Would You Change Airlines, Give up Legroom or Buy a More-Expensive Ticket to Get In-Flight Wi-Fi?



A survey sponsored by Honeywell claims a significant percentage of fliers would switch airlines, switch flights, pay more or give up amenties such as preferred seating or legroom to get access to Wi-Fi in flight that is consistent and faster.

According to Honeywell, about 22 percent of respondents to a survey say they’ve paid more for a flight with in-flight Wi-Fi, even if a less-costly flight was available.

Some 17 percent of respondents claim they switched from their preferred airline because another carrier had better Wi-Fi offerings.

The 2013 Wireless Connectivity survey found that almost 90 percent of fliers would give up an amenity on their flight--preferred seats, extra legroom and more--to be guaranteed a faster and more consistent wireless connection.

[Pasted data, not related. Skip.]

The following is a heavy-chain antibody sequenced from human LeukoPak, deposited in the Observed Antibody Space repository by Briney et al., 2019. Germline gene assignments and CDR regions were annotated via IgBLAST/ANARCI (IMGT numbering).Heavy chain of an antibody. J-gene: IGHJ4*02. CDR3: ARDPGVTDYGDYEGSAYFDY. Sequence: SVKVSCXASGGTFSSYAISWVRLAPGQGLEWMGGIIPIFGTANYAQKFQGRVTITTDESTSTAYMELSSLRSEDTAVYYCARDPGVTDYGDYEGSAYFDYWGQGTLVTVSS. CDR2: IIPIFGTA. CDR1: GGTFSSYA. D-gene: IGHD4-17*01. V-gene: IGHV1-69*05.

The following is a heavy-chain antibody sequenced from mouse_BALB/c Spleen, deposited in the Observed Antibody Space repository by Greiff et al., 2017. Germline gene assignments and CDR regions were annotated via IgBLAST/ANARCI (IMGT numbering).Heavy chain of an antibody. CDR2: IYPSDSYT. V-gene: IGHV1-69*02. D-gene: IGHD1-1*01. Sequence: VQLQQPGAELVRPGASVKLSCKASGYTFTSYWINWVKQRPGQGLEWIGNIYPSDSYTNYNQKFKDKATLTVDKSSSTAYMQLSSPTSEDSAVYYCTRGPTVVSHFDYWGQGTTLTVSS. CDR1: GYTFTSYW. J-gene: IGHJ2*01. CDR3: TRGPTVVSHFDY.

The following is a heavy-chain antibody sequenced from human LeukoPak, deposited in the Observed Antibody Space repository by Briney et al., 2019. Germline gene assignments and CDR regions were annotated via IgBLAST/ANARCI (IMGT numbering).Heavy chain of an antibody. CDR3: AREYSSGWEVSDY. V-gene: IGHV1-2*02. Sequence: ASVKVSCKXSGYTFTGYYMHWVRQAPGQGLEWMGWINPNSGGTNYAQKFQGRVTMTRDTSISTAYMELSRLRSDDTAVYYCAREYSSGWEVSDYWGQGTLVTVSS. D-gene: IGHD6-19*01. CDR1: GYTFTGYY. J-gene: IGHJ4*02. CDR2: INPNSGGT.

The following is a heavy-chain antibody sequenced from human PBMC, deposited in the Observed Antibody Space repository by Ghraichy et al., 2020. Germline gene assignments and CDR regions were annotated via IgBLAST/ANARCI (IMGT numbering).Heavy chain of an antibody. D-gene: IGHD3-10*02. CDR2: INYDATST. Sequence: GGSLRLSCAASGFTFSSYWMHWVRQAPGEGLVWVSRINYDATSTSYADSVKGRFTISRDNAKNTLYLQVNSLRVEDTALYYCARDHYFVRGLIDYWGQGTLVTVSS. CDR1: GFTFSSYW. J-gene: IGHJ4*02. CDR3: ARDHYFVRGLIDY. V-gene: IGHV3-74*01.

Some might say the findings actually are mostly theoretical. The problem many fliers experience with in-flight Wi-Fi is precisely the inability to predict speed and persistence of connections.

And since so many airlines use the same supplier, switching carriers is not going to help.

In principle, one might agree that some travelers, some of the time, might have switched carriers, flights, paid higher ticket prices or given up a preferred seat to get what they hoped would be a better Wi-Fi experience.

More often, one might argue, Wi-Fi was simply a byproduct of some other important choice, such as flight departure time or day, and fare basis.

That in-flight Wi-Fi is valuable is not the point. The point is the inconsistency, dropped connections and sluggish performance.
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